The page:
09 Sep

Special Announcement: UPDATE

Hello again!

So, only a few of you weighed in on the last post, but everyone appeared to be in consensus that very high res envelope scans would do the trick. Since this is the case, I might very well be able to get such a thing done sooner. :)

Thanks to everyone who shared their thoughts and comments and again, as soon as I find myself in a legitimate lull, we’ll get the queue up and running again. But first, a small Q&A:

Q: Dear RHP Admin- Why don’t you keep up a constant queue and why isn’t it loaded up more often?

A: A very good and worthy question. There are two reasons:
1. Patterns are usually found in clusters and not free-floating like other images of things tend to be. If you can’t find a cluster, you usually have to resort to books and magazines, which brings us to…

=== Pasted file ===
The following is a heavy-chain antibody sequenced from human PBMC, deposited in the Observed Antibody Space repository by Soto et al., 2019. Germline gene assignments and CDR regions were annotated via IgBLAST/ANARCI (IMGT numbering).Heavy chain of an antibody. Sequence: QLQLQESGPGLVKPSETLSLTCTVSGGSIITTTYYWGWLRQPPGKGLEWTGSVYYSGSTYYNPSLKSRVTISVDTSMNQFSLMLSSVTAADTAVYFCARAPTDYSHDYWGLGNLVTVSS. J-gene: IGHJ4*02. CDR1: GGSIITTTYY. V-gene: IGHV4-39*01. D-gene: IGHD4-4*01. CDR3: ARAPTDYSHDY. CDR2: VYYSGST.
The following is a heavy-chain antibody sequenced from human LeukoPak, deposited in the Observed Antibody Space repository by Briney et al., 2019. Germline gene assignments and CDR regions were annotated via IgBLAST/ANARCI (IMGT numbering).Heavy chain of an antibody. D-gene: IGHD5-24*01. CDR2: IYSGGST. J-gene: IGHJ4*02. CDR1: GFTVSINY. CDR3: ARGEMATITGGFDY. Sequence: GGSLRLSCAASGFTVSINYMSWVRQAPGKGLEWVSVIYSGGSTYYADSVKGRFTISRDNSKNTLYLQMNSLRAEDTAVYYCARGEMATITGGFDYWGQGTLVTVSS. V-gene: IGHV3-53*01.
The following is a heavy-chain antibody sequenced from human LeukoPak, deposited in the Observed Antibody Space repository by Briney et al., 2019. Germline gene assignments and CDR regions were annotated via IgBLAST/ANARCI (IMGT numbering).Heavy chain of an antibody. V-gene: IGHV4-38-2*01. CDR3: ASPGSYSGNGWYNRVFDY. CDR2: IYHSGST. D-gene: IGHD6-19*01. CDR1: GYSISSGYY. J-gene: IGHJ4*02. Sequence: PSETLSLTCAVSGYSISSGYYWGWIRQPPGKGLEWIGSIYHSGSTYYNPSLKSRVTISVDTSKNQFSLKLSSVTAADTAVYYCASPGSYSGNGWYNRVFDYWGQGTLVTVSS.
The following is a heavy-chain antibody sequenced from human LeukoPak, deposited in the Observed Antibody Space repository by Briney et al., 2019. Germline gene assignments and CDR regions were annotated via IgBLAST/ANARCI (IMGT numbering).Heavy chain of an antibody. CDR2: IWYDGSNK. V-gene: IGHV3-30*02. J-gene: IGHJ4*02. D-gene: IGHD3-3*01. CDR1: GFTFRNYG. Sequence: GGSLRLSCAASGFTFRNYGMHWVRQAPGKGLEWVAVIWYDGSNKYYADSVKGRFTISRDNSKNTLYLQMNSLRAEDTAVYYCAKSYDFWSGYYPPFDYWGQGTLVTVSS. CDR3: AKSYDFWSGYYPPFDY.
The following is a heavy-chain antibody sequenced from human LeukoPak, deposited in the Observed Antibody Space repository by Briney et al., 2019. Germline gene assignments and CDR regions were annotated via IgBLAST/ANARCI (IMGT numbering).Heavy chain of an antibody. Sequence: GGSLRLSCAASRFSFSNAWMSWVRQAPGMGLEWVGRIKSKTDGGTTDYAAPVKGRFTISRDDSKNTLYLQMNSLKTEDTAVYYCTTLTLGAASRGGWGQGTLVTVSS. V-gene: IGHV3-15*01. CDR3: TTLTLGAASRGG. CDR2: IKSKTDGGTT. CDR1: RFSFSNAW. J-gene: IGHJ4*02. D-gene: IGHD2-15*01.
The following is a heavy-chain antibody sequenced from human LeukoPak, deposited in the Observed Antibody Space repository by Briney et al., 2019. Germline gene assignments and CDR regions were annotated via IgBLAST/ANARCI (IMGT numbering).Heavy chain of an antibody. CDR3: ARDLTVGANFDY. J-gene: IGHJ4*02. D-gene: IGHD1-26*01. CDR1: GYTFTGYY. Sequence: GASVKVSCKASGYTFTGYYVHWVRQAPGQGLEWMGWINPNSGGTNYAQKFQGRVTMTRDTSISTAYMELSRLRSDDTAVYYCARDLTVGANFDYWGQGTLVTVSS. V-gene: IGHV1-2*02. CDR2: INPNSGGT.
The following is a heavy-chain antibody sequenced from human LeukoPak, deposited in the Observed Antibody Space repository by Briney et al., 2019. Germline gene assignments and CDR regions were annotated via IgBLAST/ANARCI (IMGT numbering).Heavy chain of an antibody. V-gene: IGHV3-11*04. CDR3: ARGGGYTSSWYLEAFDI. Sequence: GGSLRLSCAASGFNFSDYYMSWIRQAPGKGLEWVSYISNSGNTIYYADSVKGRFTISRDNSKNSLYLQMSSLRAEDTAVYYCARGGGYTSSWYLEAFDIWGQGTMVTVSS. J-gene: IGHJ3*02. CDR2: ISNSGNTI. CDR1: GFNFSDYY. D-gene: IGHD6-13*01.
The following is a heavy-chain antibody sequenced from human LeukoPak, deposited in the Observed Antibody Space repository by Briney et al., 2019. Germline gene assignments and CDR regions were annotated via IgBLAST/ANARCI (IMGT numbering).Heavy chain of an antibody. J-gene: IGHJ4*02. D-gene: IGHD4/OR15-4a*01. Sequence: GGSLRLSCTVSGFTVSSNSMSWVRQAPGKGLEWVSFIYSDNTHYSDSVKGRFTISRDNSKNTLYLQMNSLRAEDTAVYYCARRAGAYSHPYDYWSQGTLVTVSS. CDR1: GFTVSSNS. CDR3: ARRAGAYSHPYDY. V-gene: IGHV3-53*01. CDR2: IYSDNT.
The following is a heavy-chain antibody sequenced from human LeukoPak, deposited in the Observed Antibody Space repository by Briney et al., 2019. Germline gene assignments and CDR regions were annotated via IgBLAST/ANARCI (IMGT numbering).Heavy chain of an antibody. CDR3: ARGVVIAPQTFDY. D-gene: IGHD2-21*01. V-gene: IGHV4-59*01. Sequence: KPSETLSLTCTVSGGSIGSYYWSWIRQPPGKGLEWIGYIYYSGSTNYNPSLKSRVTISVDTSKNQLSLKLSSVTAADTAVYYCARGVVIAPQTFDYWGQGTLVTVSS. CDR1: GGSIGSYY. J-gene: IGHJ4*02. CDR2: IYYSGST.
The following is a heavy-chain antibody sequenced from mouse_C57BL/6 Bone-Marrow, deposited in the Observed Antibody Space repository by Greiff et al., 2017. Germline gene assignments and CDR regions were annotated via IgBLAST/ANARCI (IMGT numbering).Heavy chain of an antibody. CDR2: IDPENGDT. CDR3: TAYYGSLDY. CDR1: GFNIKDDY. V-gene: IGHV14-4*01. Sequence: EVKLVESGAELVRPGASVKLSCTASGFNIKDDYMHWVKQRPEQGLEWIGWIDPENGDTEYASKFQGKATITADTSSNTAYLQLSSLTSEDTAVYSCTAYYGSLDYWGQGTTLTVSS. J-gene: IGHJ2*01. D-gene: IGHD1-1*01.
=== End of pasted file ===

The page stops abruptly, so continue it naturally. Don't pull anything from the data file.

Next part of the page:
2. When I pull patterns from books and magazines, I almost always have to download the entire book or magazine first. These are always in PDF format, meaning that I have to go through page by page and extract the patterns manually into JPG, label them accordingly, and make sure all associated pages are also extracted and converted and labeled to keep everything falling together in a folder. Depending on how much, say, a years’ worth of Peterson’s Magazine has to offer, it can take anywhere from 30 minutes to an hour to extract all the pages and get them sorted. Most of our patterns, at least lately, have been coming from books I’ve personally tracked down online and gone through page by page. So, it can take awhile and is always a time consuming process, as is uploading and making sure everything is labeled and tagged appropriately so things like The Directory work as they should. :) So, when I start doing it, I really start doing it- if I can’t, I have to wait until I can.